7 Financial Tips for Young Adults

7 Financial Tips for Young Adults

1. Spend less than you earn

Some might say, ‘this is easy to say but hard to do. But it’s not actually hard to do. It just requires discipline. And the easiest way to be disciplined is not to require yourself to be disciplined.

Let me explain.

Imagine it’s been a long day, and at 9.30 pm, you find yourself heading to the fridge for a sweet treat. If your fridge contains a chocolate doughnut and a bowl of fruit, it will take some discipline to reach for the fruit rather than the doughnut. If your fridge only contains the fruit bowl, no discipline is needed!

You can apply the same principle to your spending by:

  • Automatically transferring a portion of your weekly pay to a savings account.
  • Not having a credit card.

2. Practice Self-Control: Pay With Cash, Not Credit

If you’re lucky, your parents taught you self-control when you were a kid. If not, remember that the sooner you learn the essential life skill of delaying gratification, the sooner you’ll keep your personal finances in order as a matter of habit.

One of the most important ways to exercise self-control with your finances is also very simple. If you wait until you’ve saved the money for whatever it is you need, then you can put all everyday purchases on a debit card instead of a credit card. A debit card deducts the money from your checking account immediately (with no additional fees), but a credit card—unless you can afford to pay off the balance every month—is a high-interest loan.

3. Don’t be afraid to rent

Renting has developed a bit of a bad name over the years, seeded by the refrain of ‘why would you pay off the loan on someone else’s investment’?

But there are many good reasons to rent:

  • It allows you to try out living in an area before you commit to living there in the long term.
  • Even with interest rates as low as they are now, it can still be cheaper to rent than pay off a mortgage, especially if you have housemates.
  • It doesn’t lock you into a long-term commitment at a time in your life when it might serve you better to be unfettered.

4. Only put your money into investments when it’s right for you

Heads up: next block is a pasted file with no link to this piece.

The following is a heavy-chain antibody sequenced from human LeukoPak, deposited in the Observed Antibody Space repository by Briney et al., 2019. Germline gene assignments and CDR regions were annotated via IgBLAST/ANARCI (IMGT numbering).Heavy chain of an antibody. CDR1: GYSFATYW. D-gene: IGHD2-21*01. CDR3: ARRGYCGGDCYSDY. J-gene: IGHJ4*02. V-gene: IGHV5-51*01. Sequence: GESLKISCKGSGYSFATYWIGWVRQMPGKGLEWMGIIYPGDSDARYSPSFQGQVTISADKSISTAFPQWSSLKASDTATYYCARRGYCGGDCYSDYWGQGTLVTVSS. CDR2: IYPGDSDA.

Just like buying a house, investing is a good idea but only at the right time for you. You need to lock your cash away for a minimum of 5 years to get a proper return from investing. But if you really want to leverage the true power of investing (compound interest), 10+ years is a better time commitment.  I generally advise that people don’t invest cash until:

  • They have bought a home or saved up enough for a 20% deposit
  • They have built a decent offset balance
  • They have set a trajectory for paying off their debt at a decent pace

5. Start an emergency fund

One of the personal finance’s oft-repeated mantras is “pay yourself first.” No matter how much you owe in student loans or credit card debt, and no matter how low your salary may seem, it’s wise to find some amount—any amount—of money in your budget to save in an emergency fund every month.

Having money in savings to use for emergencies can really keep you out of trouble financially and help you sleep better at night. Also, if you get into the habit of saving money and treating it as a non-negotiable monthly “expense,” pretty soon you’ll have more than just emergency money saved up: you’ll have retirement money, vacation money, and even money for a down payment on a home.

6. Don’t benchmark yourself on your peers

It’s so easy to feel ‘left behind when it seems like all your friends are buying homes, going on big expensive holidays or are on a trajectory that seems way ahead of where you’re at.

You can’t be sure if your friends can truly afford their lifestyle, nor do you know what kind of debt they’re carrying in the background if your peers are financially secure and way ahead of where you are right now, good on them. But you are not obliged to keep pace.

7. Avoid bad advice: Beware

You can’t manage your money if you don’t learn how to. Other people will try to do it for you. Unscrupulous financial advisors are one example of someone who could be malicious. While others may be good-intentioned, they might not be fully aware of your situation. For example, relatives may make general recommendations about how important it is to own a house, even though you cannot afford to purchase right now.

Don’t rely on unqualified advice. Learn basic personal finance books to take control of your financial future. You can’t let anyone get you off-track once you know.

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